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Because weight loss typically consists of both fat and lean tissue, measurement of body composition for diagnostic purposes, although potentially useful, is not essential. Although several early studies demonstrated that mortality is related not just to loss of weight but also to depletion of lean tissue, a recent study performed in patients on ART suggested that weight loss was a better predictor of mortality than lean or fat tissue measured by bioelectric impedance.(13) Nonetheless, there has been considerable interest in the measurement of body composition in patients with HIV infection, and such measurements can be useful in conjunction with well-maintained weight records to characterize an individual's response to various medical or nutritional interventions.

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Bioimpedance Analysis
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This technique is based on the differential resistance to a low-intensity electrical current by the fat and lean compartments of the body. Measured values of resistance and reactance obtained by bioimpedance analysis (BIA) can be used in regression equations (eg, see Kotler et al [83]) to estimate fat, LBM, and total body water. There is less consensus regarding the ability of BIA to estimate body cell mass and intracellular and extracellular water with accuracy. The equipment is relatively inexpensive and portable. A measurement takes only approximately 10 minutes and involves no pain or discomfort for the patient. However, accurate estimation of body composition using this technique depends to a large extent on accurate measurement of weight and height, as well as correct and consistent positioning of electrodes. Because there are no population standards for fat or lean tissue, BIA cannot be used to diagnose wasting. However, careful and consistent measurements with BIA can be useful for monitoring changes over time.

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Anthropometry
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Sequential measurements of midarm circumference, using a tape measure, and triceps skinfold, using calipers, can be used as surrogate indicators of change in arm muscle circumference, which has been shown to predict survival in other catabolic illnesses.(84) Although these and other anthropometric measurements can also be used to estimate whole-body composition, the equations used in such calculations have not been validated in patients with HIV-associated wasting. Anthropometric measurements are highly technique dependent. Duplicate or triplicate measurements should be obtained by a trained clinician, and serial measurements should be performed by the same individual whenever possible.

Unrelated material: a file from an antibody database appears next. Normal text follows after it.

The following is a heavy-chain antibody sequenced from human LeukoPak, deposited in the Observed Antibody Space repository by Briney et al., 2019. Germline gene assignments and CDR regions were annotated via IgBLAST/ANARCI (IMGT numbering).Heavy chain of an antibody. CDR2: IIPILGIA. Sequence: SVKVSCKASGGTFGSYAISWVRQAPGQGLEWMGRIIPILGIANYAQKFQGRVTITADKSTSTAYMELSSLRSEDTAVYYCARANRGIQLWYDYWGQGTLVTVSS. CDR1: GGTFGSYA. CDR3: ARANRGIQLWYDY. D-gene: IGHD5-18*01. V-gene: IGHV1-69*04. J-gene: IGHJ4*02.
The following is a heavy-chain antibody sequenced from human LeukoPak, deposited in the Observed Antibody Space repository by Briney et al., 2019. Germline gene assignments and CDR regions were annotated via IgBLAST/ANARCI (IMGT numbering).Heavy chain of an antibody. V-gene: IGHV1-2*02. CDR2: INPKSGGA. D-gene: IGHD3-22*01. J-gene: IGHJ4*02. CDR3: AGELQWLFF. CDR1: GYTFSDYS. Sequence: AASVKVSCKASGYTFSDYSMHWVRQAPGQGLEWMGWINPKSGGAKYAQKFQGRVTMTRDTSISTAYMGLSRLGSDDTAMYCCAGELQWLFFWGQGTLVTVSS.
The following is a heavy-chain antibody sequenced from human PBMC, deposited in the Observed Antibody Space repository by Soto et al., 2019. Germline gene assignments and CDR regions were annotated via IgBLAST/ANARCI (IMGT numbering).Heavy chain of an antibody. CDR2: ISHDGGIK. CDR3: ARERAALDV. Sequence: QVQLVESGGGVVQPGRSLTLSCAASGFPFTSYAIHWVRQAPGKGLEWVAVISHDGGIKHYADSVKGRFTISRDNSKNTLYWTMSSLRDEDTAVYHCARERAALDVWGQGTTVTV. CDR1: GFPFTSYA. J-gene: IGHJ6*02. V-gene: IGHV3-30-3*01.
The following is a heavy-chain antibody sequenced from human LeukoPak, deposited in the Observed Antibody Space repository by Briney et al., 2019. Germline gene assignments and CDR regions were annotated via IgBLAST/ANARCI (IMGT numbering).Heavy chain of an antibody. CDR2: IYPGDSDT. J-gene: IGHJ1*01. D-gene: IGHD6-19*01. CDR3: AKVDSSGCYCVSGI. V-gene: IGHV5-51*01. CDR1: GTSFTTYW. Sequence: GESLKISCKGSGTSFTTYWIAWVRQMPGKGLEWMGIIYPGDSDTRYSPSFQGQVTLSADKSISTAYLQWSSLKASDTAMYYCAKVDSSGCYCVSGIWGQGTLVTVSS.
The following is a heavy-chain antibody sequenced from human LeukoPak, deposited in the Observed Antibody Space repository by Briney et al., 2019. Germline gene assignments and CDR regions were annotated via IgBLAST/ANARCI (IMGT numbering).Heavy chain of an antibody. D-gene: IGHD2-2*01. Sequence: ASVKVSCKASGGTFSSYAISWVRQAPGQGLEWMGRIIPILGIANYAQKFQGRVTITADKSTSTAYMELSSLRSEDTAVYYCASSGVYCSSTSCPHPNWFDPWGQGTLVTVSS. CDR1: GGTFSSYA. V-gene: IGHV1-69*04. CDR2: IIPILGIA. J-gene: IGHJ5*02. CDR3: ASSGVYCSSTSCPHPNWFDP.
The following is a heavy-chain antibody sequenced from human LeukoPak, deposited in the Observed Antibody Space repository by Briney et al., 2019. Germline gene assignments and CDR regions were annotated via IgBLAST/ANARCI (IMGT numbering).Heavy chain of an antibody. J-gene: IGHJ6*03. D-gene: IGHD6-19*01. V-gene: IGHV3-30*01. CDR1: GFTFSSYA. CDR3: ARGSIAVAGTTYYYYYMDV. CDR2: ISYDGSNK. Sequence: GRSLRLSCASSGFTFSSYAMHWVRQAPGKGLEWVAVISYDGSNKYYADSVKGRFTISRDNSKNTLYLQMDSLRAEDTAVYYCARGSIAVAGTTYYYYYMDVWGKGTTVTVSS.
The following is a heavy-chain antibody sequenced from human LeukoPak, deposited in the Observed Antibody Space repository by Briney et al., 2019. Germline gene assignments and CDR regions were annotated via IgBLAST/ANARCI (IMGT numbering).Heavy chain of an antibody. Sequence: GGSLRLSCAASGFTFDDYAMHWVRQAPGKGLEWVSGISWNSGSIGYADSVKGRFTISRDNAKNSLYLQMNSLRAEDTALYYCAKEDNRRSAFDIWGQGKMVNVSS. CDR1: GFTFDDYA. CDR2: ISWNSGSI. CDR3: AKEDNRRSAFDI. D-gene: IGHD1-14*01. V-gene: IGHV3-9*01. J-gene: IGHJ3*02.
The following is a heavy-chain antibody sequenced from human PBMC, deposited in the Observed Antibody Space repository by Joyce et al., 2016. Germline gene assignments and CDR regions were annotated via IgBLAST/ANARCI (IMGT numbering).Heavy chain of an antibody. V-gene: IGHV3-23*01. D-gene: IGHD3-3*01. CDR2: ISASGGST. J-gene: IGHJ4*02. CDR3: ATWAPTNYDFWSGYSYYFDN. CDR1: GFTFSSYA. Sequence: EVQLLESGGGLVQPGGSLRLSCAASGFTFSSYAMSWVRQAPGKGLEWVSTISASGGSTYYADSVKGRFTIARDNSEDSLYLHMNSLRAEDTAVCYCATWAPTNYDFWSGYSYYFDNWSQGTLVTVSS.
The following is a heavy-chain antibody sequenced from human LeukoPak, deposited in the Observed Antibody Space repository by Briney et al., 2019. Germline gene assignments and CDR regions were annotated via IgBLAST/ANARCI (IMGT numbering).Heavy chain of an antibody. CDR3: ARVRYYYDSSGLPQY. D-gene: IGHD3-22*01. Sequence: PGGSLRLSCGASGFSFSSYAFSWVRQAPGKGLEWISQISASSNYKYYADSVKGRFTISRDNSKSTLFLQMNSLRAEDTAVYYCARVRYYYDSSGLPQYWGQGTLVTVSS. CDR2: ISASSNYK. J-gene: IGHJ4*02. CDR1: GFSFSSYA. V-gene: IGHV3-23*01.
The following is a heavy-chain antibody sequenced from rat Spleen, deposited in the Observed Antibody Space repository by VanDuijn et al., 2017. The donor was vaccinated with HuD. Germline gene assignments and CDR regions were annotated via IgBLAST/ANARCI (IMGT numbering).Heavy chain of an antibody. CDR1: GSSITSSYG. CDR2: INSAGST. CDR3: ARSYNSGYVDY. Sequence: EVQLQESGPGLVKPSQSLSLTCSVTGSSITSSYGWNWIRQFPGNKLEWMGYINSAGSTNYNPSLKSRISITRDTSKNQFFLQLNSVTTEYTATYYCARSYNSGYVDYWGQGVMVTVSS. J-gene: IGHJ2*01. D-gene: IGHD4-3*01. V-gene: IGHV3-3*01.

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Other Techniques
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There are a variety of other research methods for measuring whole body composition, including dual-energy x-ray absorptiometry (DEXA), dilution techniques, underwater weighing, magnetic resonance imaging (MRI), computed tomography (CT), total body electrical conductivity (TOBEC), and whole-body counting of potassium, nitrogen, and other elements. Regional body composition analysis can be performed using DEXA, MRI, or CT. All of the techniques listed provide more accurate estimates of body composition than BIA or anthropometry but generally involve more costly equipment and a require a greater degree of patient cooperation and time. Although useful in research, they are not considered to be necessary for standard nutritional assessment.

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Gastrointestinal Evaluation
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As discussed earlier, a slow weight loss pattern has been typically associated with malabsorptive disorders, and a gastrointestinal evaluation might be indicated in such individuals if no other explanation for wasting is evident. Malabsorption can occur in the absence of diarrhea, so the presence of gastrointestinal disorders should not be excluded on the basis of normal bowel patterns alone. The evaluation of gastrointestinal symptoms associated with HIV infection are discussed in detail in the chapter "Gastrointestinal Manifestations of HIV."

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Endocrine Evaluation
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Although a variety of endocrine disturbances have been documented in patients with HIV infection, hypogonadism is of primary concern in patients with wasting. In men with wasting, serum testosterone levels should be measured. Some clinicians believe that free or bioavailable testosterone levels are a more accurate diagnostic tool than total testosterone levels. In the absence of specific evidence of impairment of other hormone systems, additional endocrine evaluations for wasting are not warranted.

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Nutritional Assessment